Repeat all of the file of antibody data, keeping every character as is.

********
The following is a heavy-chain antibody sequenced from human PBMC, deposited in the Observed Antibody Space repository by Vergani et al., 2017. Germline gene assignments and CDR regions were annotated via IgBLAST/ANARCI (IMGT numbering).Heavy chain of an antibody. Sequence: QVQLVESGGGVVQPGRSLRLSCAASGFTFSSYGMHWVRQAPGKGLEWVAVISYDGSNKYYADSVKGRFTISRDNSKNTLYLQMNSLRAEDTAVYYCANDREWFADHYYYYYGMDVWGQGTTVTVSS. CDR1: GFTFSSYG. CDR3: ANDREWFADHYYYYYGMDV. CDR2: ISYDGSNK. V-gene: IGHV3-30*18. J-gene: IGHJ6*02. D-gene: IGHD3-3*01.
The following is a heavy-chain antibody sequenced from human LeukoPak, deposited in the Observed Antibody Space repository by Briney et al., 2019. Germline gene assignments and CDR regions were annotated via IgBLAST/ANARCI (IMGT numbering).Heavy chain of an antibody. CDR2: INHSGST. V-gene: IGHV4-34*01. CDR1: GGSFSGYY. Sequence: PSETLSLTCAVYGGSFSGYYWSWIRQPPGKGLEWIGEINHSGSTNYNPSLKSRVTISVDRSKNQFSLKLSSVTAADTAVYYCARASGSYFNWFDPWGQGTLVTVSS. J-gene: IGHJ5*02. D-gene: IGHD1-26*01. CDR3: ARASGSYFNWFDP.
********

The following is a heavy-chain antibody sequenced from human PBMC, deposited in the Observed Antibody Space repository by Vergani et al., 2017. Germline gene assignments and CDR regions were annotated via IgBLAST/ANARCI (IMGT numbering).Heavy chain of an antibody. Sequence: QVQLVESGGGVVQPGRSLRLSCAASGFTFSSYGMHWVRQAPGKGLEWVAVISYDGSNKYYADSVKGRFTISRDNSKNTLYLQMNSLRAEDTAVYYCANDREWFADHYYYYYGMDVWGQGTTVTVSS. CDR1: GFTFSSYG. CDR3: ANDREWFADHYYYYYGMDV. CDR2: ISYDGSNK. V-gene: IGHV3-30*18. J-gene: IGHJ6*02. D-gene: IGHD3-3*01.
The following is a heavy-chain antibody sequenced from human LeukoPak, deposited in the Observed Antibody Space repository by Briney et al., 2019. Germline gene assignments and CDR regions were annotated via IgBLAST/ANARCI (IMGT numbering).Heavy chain of an antibody. CDR2: INHSGST. V-gene: IGHV4-34*01. CDR1: GGSFSGYY. Sequence: PSETLSLTCAVYGGSFSGYYWSWIRQPPGKGLEWIGEINHSGSTNYNPSLKSRVTISVDRSKNQFSLKLSSVTAADTAVYYCARASGSYFNWFDPWGQGTLVTVSS. J-gene: IGHJ5*02. D-gene: IGHD1-26*01. CDR3: ARASGSYFNWFDP.